Each week during The School for Change Agents, we make a podcast with behind-the-scenes discussion from the team who create School.
Episode 4 was released on Friday 14 May 2021. The contributors were Kerry McGinty, Kathryn Perera, Leigh Kendall and Olly Benson. A full transcript is available below.
This transcript has been edited for clarity:
Kerry McGinty: [00:00:08] Hello and welcome to Agents Assemble, a podcast all about the School for Change Agents, 2021. In this podcast, we’ll bring you to the behind-the-scenes headquarters with the people who helped to create the School for Change Agents. We’ll be taking a closer look at each session, discussing theories and reflect on the incredible people contributing and participating in the School. In this episode, we’re talking all about session four From Me To We. So today, joining us for a good old chinwag is Olly, Leigh and our very special guest, Kathryn Perera. So before we get started, we’ve got loads to discuss today, let’s do a quick intro. So I’m Kerry McGinty and I’m a project manager at NHS Horizons.
Olly Benson: [00:00:50] I’m Olly Benson. I work for Horizon’s, obviously, looking at digital and communities. That’s what my job is.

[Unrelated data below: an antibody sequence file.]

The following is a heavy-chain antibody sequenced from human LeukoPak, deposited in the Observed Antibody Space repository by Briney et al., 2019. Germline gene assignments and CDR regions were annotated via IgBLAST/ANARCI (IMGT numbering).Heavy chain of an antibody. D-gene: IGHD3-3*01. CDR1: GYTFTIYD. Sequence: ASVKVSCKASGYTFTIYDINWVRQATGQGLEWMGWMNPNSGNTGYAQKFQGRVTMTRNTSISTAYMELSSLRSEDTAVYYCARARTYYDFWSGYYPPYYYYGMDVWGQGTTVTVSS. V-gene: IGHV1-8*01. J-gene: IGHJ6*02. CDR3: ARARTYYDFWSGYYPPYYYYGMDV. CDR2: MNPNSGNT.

Leigh Kendall: [00:00:56] Hi, my name’s Leigh Kendall. I am the social influence lead for Horizons. I do all things comms and look after all the social channels: Twitter, Facebook and Instagram.
Kathryn Perera: [00:01:05] Hi everyone. I’m Kathryn Perera. I have the great pleasure to work alongside these fabulous people as part of the Horizons team. No laughing Kerry. We have a lot of fun together and we bring very different perspectives to how we make change happen, which is where the magic is, I think.
Kerry McGinty: [00:01:26] Thank you so much for joining us today because you are one of our leaders of School, a very inspirational person. I say that on behalf of the whole team. So it’s great to have you having a little chinwag with us today. So what we’re going to do is kind of go through what our favourite things were from session four. And as I’m talking I may as well tell you my favourites. And basically it’s the Mo fanclub again. Mo’s ability to tell a story. Honestly, I just think it’s that stop moment. You’re not aware of anything. I think my makeshift office could be on fire and I probably wouldn’t notice if Mo was sharing her story. You’re just entranced by it. And we’ve heard from Mo through the different sessions at the School for Change Agents. But another story that came up in this session was Ollie Evans about telling his story and public narrative. And I just loved his article, the way he told his story. And it kind of made me recognise change can happen anywhere or big moments can happen anywhere. Like I couldn’t get over he was queuing up for some fish and chips, which if that was me, I wouldn’t be focussed on making massive institutional changes if there was chips and curry sauce on the menu. But Ollie was all for it. And Kathryn, you worked so much with Ollie to help him to tell his story in such a beautiful way. So tell us a little bit about that.